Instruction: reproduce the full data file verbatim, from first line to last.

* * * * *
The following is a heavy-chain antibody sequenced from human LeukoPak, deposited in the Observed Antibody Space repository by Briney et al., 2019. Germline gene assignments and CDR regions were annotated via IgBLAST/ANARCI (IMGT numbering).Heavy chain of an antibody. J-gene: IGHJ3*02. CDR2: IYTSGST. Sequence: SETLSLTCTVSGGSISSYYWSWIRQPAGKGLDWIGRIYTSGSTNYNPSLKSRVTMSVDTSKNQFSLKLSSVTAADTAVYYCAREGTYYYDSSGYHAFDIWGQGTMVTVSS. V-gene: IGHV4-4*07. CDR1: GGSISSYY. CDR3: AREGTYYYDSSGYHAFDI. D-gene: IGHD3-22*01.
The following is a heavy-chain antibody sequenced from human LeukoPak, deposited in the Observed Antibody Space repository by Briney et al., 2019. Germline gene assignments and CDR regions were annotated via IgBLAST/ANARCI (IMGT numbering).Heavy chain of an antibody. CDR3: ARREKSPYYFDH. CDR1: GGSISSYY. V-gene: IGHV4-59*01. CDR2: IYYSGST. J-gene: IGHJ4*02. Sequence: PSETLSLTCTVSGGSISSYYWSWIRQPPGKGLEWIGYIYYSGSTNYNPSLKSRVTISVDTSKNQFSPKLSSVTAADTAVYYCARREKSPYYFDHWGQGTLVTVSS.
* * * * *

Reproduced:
The following is a heavy-chain antibody sequenced from human LeukoPak, deposited in the Observed Antibody Space repository by Briney et al., 2019. Germline gene assignments and CDR regions were annotated via IgBLAST/ANARCI (IMGT numbering).Heavy chain of an antibody. J-gene: IGHJ3*02. CDR2: IYTSGST. Sequence: SETLSLTCTVSGGSISSYYWSWIRQPAGKGLDWIGRIYTSGSTNYNPSLKSRVTMSVDTSKNQFSLKLSSVTAADTAVYYCAREGTYYYDSSGYHAFDIWGQGTMVTVSS. V-gene: IGHV4-4*07. CDR1: GGSISSYY. CDR3: AREGTYYYDSSGYHAFDI. D-gene: IGHD3-22*01.
The following is a heavy-chain antibody sequenced from human LeukoPak, deposited in the Observed Antibody Space repository by Briney et al., 2019. Germline gene assignments and CDR regions were annotated via IgBLAST/ANARCI (IMGT numbering).Heavy chain of an antibody. CDR3: ARREKSPYYFDH. CDR1: GGSISSYY. V-gene: IGHV4-59*01. CDR2: IYYSGST. J-gene: IGHJ4*02. Sequence: PSETLSLTCTVSGGSISSYYWSWIRQPPGKGLEWIGYIYYSGSTNYNPSLKSRVTISVDTSKNQFSPKLSSVTAADTAVYYCARREKSPYYFDHWGQGTLVTVSS.